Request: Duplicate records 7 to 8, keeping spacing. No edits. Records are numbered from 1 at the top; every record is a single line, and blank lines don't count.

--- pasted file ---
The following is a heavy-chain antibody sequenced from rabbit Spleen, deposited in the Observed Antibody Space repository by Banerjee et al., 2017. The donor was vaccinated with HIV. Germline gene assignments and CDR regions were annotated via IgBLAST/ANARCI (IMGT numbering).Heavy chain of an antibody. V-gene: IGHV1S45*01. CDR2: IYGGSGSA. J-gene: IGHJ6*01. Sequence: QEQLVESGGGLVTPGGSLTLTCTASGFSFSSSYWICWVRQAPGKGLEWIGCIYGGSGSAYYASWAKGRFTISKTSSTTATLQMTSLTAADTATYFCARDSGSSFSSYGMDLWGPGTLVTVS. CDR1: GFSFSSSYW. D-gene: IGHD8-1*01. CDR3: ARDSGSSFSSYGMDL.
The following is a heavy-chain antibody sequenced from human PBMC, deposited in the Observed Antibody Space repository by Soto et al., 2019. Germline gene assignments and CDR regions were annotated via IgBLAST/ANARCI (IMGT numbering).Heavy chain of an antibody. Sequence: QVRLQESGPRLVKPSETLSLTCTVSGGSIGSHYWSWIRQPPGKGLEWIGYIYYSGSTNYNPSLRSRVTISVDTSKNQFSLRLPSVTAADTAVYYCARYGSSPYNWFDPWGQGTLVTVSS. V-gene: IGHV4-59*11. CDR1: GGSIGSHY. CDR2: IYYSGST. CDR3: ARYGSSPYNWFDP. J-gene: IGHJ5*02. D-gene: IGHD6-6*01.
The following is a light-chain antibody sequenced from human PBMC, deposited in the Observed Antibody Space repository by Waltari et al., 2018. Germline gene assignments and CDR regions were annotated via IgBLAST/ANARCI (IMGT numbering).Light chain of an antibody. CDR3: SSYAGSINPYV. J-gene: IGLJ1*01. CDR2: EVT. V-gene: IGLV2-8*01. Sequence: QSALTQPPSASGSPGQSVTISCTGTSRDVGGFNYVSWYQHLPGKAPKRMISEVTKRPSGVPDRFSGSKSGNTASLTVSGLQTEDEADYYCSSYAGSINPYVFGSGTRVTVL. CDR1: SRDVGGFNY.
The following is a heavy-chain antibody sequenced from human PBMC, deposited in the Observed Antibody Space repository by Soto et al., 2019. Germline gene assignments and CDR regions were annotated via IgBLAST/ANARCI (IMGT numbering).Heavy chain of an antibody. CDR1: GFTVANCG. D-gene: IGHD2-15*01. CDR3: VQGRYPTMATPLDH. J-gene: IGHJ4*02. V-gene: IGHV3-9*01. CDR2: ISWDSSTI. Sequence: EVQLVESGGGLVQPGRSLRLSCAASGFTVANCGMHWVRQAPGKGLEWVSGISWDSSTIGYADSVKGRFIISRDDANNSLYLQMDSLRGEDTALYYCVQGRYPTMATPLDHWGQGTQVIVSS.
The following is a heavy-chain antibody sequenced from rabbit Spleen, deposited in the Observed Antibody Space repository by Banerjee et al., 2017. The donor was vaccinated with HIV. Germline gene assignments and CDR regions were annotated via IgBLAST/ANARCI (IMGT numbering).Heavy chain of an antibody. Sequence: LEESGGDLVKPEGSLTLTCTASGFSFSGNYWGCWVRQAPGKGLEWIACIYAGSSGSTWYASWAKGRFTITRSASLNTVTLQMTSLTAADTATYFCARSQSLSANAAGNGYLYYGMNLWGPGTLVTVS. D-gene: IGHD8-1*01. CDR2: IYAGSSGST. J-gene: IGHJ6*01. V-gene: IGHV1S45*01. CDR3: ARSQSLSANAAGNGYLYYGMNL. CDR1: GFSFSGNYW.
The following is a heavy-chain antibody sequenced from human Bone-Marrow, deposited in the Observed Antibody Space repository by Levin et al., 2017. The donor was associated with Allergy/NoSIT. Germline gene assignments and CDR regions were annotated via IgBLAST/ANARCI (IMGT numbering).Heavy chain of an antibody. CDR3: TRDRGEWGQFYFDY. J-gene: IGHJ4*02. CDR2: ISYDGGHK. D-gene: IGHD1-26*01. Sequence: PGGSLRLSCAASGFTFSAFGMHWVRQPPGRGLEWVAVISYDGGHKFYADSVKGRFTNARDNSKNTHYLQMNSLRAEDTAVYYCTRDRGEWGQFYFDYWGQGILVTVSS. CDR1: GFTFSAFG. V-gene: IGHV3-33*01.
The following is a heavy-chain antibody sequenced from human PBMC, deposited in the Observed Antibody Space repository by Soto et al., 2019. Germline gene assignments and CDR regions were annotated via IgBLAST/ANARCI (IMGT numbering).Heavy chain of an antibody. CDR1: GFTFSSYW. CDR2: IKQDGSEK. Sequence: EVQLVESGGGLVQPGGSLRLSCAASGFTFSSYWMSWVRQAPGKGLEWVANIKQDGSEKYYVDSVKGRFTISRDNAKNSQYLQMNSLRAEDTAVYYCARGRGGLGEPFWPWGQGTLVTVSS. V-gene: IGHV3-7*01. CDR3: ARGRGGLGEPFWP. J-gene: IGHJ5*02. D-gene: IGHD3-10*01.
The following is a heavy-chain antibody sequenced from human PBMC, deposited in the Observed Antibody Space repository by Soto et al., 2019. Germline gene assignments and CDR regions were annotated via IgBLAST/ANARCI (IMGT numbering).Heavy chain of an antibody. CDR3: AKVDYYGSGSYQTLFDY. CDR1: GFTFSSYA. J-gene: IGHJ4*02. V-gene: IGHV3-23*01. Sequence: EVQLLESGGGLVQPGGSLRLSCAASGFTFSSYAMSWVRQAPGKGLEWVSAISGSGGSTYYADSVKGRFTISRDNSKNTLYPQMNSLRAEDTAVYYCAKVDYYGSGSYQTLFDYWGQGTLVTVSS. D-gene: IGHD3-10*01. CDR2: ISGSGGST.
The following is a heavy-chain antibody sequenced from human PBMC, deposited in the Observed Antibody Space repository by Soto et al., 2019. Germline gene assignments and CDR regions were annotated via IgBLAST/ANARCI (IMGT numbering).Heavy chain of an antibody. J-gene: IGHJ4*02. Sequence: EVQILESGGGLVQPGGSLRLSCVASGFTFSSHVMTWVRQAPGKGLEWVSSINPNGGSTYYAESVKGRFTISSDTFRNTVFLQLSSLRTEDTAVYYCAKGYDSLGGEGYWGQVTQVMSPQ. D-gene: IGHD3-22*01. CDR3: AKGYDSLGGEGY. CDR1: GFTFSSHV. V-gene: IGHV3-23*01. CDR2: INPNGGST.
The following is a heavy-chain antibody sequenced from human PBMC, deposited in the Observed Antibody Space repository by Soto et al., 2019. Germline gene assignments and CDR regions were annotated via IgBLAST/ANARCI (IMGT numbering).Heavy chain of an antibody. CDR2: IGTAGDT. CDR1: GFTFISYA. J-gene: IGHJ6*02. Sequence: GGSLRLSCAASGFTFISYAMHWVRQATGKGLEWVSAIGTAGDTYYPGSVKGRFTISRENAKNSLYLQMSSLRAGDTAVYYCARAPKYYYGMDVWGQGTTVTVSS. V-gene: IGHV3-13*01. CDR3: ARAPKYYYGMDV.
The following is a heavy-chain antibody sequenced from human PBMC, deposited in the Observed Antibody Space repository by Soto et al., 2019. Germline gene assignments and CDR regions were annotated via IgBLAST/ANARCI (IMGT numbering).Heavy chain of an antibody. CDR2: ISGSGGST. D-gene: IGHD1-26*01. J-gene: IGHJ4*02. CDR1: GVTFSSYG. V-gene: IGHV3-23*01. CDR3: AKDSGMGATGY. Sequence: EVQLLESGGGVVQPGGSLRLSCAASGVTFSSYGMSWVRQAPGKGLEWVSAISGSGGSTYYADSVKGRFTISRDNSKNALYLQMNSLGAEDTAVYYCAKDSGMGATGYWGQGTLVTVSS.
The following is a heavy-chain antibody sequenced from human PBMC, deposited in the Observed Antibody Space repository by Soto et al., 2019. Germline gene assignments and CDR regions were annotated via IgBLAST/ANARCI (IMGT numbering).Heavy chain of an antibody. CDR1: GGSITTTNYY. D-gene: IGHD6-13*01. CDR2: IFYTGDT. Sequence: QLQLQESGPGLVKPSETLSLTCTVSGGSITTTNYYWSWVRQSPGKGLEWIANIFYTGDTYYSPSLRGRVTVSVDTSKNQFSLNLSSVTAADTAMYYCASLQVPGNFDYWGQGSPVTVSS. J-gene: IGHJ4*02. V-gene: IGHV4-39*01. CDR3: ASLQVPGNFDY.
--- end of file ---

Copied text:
The following is a heavy-chain antibody sequenced from human PBMC, deposited in the Observed Antibody Space repository by Soto et al., 2019. Germline gene assignments and CDR regions were annotated via IgBLAST/ANARCI (IMGT numbering).Heavy chain of an antibody. CDR1: GFTFSSYW. CDR2: IKQDGSEK. Sequence: EVQLVESGGGLVQPGGSLRLSCAASGFTFSSYWMSWVRQAPGKGLEWVANIKQDGSEKYYVDSVKGRFTISRDNAKNSQYLQMNSLRAEDTAVYYCARGRGGLGEPFWPWGQGTLVTVSS. V-gene: IGHV3-7*01. CDR3: ARGRGGLGEPFWP. J-gene: IGHJ5*02. D-gene: IGHD3-10*01.
The following is a heavy-chain antibody sequenced from human PBMC, deposited in the Observed Antibody Space repository by Soto et al., 2019. Germline gene assignments and CDR regions were annotated via IgBLAST/ANARCI (IMGT numbering).Heavy chain of an antibody. CDR3: AKVDYYGSGSYQTLFDY. CDR1: GFTFSSYA. J-gene: IGHJ4*02. V-gene: IGHV3-23*01. Sequence: EVQLLESGGGLVQPGGSLRLSCAASGFTFSSYAMSWVRQAPGKGLEWVSAISGSGGSTYYADSVKGRFTISRDNSKNTLYPQMNSLRAEDTAVYYCAKVDYYGSGSYQTLFDYWGQGTLVTVSS. D-gene: IGHD3-10*01. CDR2: ISGSGGST.